Isamu Noguchi

Rotten Timing
I had a friend many years ago who tried in vain to persuade me to visit Detroit. She'd grown up there, and despite the city's many problems, she still harbored the born-and-raised view that her home town had so many virtues that simply seeing the place would be enough to win me over. I never made the expansive sightseeing trip she'd always urged me to take - no time for that! But as it turned out, I did manage a short visit not long ago when my flight back from Canada and through Detroit was late enough that I missed my connection to Los Angeles. Making matters worse, it was a weather-related problem and I was far from alone in needing to find both accommodations for the night and another way home. Long story short, I stayed the night in a downtown hotel, and the earliest flight I could book the next day was late in the afternoon. I'd wanted to see Isamu Noguchi's famous Horace E. Dodge & Son Memorial Fountain for a long time, and this was my opportunity: I had breakfast and ventured forth. Nothing worked out on that gray, miserable January day: The weather was horrid, the hotel wasn't convenient to the riverfront plaza where the fountain stands so imposingly, and, topping things off, the whole plaza had been rendered inactive by vandals who had raided its maintenance facilities to scrounge the copper plumbing. So the fountain was as dry as a wet, near-freezing day would let it be and my whole accidental visit was a colossal bust. As a sculpture, however, Noguchi's 1978 tribute to the industrial prowess embodied by one of auto manufacturing's leading families is vastly impressive. It's sometimes said that it looks like a gigantic wingnut, but the comparison is unkind and serves, unfairly I think, to undermine the composition's dignity, grandeur and symbolic strength. And it does stand 30 feet tall, with its fountain basin surrounded by an eight-foot-tall, granite-ringed structure that conceals the nozzles and lends an air of mystery to the fountain works. Apparently there's also a choreographed light display that animates the fountain's surface after dark - again, not something I saw on my visit but which looks awesome in photographs (and in the brief video linked here). All is not sad or lost: I was happy to learn in rounding up images to accompany this text that the fountain is operational again and has had its lighting system upgraded with modern LED and sequencing technology. But I have still only seen the functioning plaza and its various features in photographs: What I recall most is a chill wind so penetrating and miserable that I wondered why I'd ever left the airport. Better luck next time?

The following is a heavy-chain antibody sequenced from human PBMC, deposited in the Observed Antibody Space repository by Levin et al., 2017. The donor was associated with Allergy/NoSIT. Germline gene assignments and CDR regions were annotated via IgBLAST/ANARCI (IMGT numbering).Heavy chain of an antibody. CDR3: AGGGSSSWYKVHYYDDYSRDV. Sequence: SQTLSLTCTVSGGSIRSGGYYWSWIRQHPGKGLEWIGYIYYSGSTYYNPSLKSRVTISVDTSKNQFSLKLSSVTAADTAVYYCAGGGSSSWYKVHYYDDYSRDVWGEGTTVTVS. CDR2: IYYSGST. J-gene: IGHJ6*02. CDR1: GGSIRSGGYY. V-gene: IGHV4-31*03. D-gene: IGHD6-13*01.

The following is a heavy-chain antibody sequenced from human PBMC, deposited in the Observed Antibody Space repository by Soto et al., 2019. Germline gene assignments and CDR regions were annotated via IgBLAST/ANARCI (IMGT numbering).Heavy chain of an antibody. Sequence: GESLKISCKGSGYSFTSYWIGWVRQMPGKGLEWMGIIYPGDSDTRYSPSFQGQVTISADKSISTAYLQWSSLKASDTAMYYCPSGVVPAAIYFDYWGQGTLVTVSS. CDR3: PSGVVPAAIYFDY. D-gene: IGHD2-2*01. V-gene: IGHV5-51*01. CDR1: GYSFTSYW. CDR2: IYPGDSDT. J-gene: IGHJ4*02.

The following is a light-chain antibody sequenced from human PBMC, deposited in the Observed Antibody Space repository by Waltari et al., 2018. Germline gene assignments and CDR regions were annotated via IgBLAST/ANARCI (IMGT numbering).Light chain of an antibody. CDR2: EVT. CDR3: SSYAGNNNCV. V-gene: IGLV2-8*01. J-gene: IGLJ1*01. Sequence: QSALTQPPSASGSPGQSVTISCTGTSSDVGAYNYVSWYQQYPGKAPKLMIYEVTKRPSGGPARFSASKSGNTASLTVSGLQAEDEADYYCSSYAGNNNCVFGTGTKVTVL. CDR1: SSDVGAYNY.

2016/1.2, January 20 — Planting a Watergarden, Working Small, Lessons Learned and more
On Sails of Stone
Creating granite waterfeatures is not unlike the delicacy of deep-water yacht racing:  Racing big boats across the open sea requires intuitive sense in harnessing the raw powers of nature, much as do the creative insights needed to take raw monoliths from quarry walls and produce elegant expressions that reflect our primal essence. Both endeavors must gracefully balance the unbridled forces of nature.  In yacht racing, wind and waves must be brought into harmony with a yacht's unique rigging and sails by its skipper and crew.  With granite waterfeatures, an innate sense of harmonic balance must be struck between granite and/or water, the landscape and the human observer's ability to appreciate solemnity.   In my case, these harmonies have consistently been found in asymmetry.  Indeed, I've come to feel confident with the premise that people are, knowingly or not, drawn to the asymmetrical balances they see in nature.  I also see both art and architecture as skillful reflections and expressions of what we have observed in nature from time immemorial.   To that end, I try to create works that draw their form and spirit from the intuitive balance of asymmetry.  Whether sculpting a landscape, setting stones in a rock garden or